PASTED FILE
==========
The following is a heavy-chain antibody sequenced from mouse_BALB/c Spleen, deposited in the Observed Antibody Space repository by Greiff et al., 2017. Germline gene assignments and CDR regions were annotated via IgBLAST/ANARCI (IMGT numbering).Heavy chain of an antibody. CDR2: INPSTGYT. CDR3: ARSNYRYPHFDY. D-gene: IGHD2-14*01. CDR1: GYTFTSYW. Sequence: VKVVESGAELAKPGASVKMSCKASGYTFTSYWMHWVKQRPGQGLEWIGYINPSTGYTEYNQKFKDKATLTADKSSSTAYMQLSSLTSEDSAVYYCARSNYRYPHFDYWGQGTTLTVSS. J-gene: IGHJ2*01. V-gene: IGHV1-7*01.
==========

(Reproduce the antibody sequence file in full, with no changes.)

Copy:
The following is a heavy-chain antibody sequenced from mouse_BALB/c Spleen, deposited in the Observed Antibody Space repository by Greiff et al., 2017. Germline gene assignments and CDR regions were annotated via IgBLAST/ANARCI (IMGT numbering).Heavy chain of an antibody. CDR2: INPSTGYT. CDR3: ARSNYRYPHFDY. D-gene: IGHD2-14*01. CDR1: GYTFTSYW. Sequence: VKVVESGAELAKPGASVKMSCKASGYTFTSYWMHWVKQRPGQGLEWIGYINPSTGYTEYNQKFKDKATLTADKSSSTAYMQLSSLTSEDSAVYYCARSNYRYPHFDYWGQGTTLTVSS. J-gene: IGHJ2*01. V-gene: IGHV1-7*01.